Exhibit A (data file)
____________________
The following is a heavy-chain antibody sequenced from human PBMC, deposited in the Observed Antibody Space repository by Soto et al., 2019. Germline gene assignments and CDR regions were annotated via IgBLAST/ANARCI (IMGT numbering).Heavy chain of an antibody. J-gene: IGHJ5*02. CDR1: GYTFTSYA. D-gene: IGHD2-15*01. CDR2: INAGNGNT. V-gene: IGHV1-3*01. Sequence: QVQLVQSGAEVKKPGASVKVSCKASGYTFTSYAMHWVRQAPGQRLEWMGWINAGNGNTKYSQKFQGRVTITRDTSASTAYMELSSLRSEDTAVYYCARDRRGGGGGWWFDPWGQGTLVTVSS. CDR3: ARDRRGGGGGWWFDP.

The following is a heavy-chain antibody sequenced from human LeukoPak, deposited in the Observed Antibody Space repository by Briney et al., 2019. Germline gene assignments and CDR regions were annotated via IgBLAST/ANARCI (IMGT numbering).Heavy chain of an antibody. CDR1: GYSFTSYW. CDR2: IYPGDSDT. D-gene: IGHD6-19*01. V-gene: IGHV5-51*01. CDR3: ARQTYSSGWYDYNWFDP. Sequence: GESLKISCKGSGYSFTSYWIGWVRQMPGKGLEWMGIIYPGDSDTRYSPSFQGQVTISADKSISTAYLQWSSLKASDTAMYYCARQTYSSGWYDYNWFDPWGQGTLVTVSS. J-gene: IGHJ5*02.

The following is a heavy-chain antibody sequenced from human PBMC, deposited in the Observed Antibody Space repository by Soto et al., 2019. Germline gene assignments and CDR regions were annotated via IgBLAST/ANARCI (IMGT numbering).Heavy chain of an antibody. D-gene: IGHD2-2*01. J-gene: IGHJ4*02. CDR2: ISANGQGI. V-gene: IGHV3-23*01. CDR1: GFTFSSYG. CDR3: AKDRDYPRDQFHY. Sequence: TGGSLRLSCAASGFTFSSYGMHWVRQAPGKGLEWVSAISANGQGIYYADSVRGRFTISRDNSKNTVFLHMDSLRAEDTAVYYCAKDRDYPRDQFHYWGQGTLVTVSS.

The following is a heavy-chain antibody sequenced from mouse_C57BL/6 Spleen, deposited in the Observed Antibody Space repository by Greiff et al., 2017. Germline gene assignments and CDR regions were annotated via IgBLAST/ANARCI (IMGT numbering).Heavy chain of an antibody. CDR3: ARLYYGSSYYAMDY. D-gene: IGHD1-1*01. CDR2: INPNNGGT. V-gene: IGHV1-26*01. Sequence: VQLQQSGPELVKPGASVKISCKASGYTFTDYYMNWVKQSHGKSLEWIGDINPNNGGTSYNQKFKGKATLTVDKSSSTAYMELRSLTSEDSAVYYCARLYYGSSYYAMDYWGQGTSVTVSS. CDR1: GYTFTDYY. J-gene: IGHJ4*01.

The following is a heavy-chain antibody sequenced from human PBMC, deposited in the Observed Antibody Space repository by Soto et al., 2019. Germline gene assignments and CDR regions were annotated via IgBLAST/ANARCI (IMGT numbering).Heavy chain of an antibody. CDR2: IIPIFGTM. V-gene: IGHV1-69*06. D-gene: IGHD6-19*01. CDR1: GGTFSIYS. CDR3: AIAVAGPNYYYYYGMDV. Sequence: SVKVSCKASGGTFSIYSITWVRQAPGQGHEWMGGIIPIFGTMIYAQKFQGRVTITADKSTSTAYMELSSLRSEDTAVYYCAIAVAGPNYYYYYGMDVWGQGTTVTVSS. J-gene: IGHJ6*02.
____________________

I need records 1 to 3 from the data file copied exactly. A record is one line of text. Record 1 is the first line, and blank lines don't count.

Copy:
The following is a heavy-chain antibody sequenced from human PBMC, deposited in the Observed Antibody Space repository by Soto et al., 2019. Germline gene assignments and CDR regions were annotated via IgBLAST/ANARCI (IMGT numbering).Heavy chain of an antibody. J-gene: IGHJ5*02. CDR1: GYTFTSYA. D-gene: IGHD2-15*01. CDR2: INAGNGNT. V-gene: IGHV1-3*01. Sequence: QVQLVQSGAEVKKPGASVKVSCKASGYTFTSYAMHWVRQAPGQRLEWMGWINAGNGNTKYSQKFQGRVTITRDTSASTAYMELSSLRSEDTAVYYCARDRRGGGGGWWFDPWGQGTLVTVSS. CDR3: ARDRRGGGGGWWFDP.

The following is a heavy-chain antibody sequenced from human LeukoPak, deposited in the Observed Antibody Space repository by Briney et al., 2019. Germline gene assignments and CDR regions were annotated via IgBLAST/ANARCI (IMGT numbering).Heavy chain of an antibody. CDR1: GYSFTSYW. CDR2: IYPGDSDT. D-gene: IGHD6-19*01. V-gene: IGHV5-51*01. CDR3: ARQTYSSGWYDYNWFDP. Sequence: GESLKISCKGSGYSFTSYWIGWVRQMPGKGLEWMGIIYPGDSDTRYSPSFQGQVTISADKSISTAYLQWSSLKASDTAMYYCARQTYSSGWYDYNWFDPWGQGTLVTVSS. J-gene: IGHJ5*02.

The following is a heavy-chain antibody sequenced from human PBMC, deposited in the Observed Antibody Space repository by Soto et al., 2019. Germline gene assignments and CDR regions were annotated via IgBLAST/ANARCI (IMGT numbering).Heavy chain of an antibody. D-gene: IGHD2-2*01. J-gene: IGHJ4*02. CDR2: ISANGQGI. V-gene: IGHV3-23*01. CDR1: GFTFSSYG. CDR3: AKDRDYPRDQFHY. Sequence: TGGSLRLSCAASGFTFSSYGMHWVRQAPGKGLEWVSAISANGQGIYYADSVRGRFTISRDNSKNTVFLHMDSLRAEDTAVYYCAKDRDYPRDQFHYWGQGTLVTVSS.